The insanity of the ongoing Russian invasion of Ukraine has brought some thoughts of mine into focus. I look at the actions of President Zelenskyy and marvel at his strength, determination, and leadership at a time of such peril. I wonder what has caused the seriously outnumbered citizens of Ukraine to fight with such ferocity against seemingly unbeatable odds.
As a democracy that has existed for only thirty years, I marvel at the depth of commitment to the idea of a nation that is so ingrained in the 44 million residents that they are putting their lives on the line every day. For the million-plus who have fled, I believe that decision shows just as much courage. Everything they have loved and known has been left behind in a rush that is almost unimaginable in its desperation to protect family members.
The situation reminds me of what being a citizen of a particular country should entail, what responsibilities come with such a designation. It raises the question of whether I would respond the way the Ukrainians have to an unprovoked attack and threat to everything I hold dear.
Hopefully, I will never have to find out. But, even if not under military invasion, being a citizen demands I commit to certain principles and actions. Someone who lives in a country and benefits from all that entails must take certain steps to protect all that he or she holds dear. We are part of the “team.” In large part, our actions will determine our future.
What are our duties to take part in and protect this grand experiment known as American democracy? These come to mind:
1) Commit to being educated. I would argue this is the most important requirement. A citizen must take the time to learn about the issues, to think deeply about the problems and opportunities we face, and to avoid the tendency to accept whatever the media or our favorite talking heads have to say.
Just because something is on the Internet, TV, or radio does not mean it is accurate and true, though it may be. A citizen’s responsibility is to dig deeper. Consult multiple sources for insight, including those outside your normal comfort zone. Talk to others, form your own opinions but be prepared to change what you think if new information becomes available. Rigidity is not compatible with education.
2) Commit to participate. Not voting makes you no better than a non-citizen. Not supporting candidates and issues you believe in leaves you no right to complain about the outcome. Of course, you have the privilege and responsibility to oppose against things you feel passionately about. But, if you don’t play in the game, you can’t simply complain about the score.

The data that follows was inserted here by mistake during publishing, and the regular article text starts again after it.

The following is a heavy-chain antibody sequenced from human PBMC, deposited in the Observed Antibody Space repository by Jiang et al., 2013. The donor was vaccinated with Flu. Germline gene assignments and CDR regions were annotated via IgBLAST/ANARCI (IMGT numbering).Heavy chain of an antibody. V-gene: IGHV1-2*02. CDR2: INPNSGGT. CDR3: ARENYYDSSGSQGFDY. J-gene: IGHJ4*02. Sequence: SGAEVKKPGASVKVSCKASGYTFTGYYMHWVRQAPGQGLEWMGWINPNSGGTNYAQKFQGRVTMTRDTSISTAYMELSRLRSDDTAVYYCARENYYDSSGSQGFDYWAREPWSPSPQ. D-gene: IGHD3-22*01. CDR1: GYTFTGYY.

3) Commit to support or deny support as appropriate. Even if your dream candidate wins, even if every ballot proposition that you support passes, your duties are not over. There will be people, maybe lots of them, who disagree with you. You must work to support what you think is important and withdraw your support if someone or something doesn’t seem right.
As the next point states, that doesn’t mean you stop paying taxes if you dislike the IRS. It doesn’t mean you occupy a federal building to protest a policy you find odious. It does mean you vote against people or things. It does mean you legally protest, with signs or petitions. You use your money and time to support or deny support.
4) Commit to following the rules. With a civilized, organized society comes the rule of law. As much as a citizen disagrees with the speed trap south of town, if caught driving faster than posted, he will pay the fine. If called to jury duty she will serve. If someone disagrees with a point of law you don’t disobey it but work to change it. As our society is structured, the Supreme Court is the ultimate arbitrator. Disagree with a finding? Work to change the law. A citizen doesn’t have the right to disobey legal statutes he disagrees with, as January 6th should have clearly demonstrated. Otherwise, we face anarchy.
5) Commit to being committed. Being a good citizen is not a part-time job. You can’t “turn it on” in an election year and then hibernate until the next one. As the points above should make clear, this is a full-time responsibility.
Without being overly pessimistic, I believe our form of government and way of life are under serious assault, and not just from outside our borders. What the FBI calls “Domestic Terrorism” is impossible to ignore; it is thrown in our face every day by those who not only hold different viewpoints but believe violence is a way to achieve their goals.
The polarity, distrust, and downright hate that seems to be what passes for social discourse has us on a path with little room for course correction.
The five suggestions above will not change any of this quickly. But, all any of us can do is focus on our responsibilities to act like a citizen who believes in what we stand for. We must be willing to put in the hard work to ensure a future that we want our children, grandkids, and great-grandchildren to experience.
We don’t have to agree with each other about everything. That is not what democracy is about. But, we must treat each other with respect, dignity, and common courtesy as we disagree. Racism, Sexism, Homophobia, and Misogyny are not compatible with that goal. Nor is making your point with the barrel of a gun.
We can, and must, do better.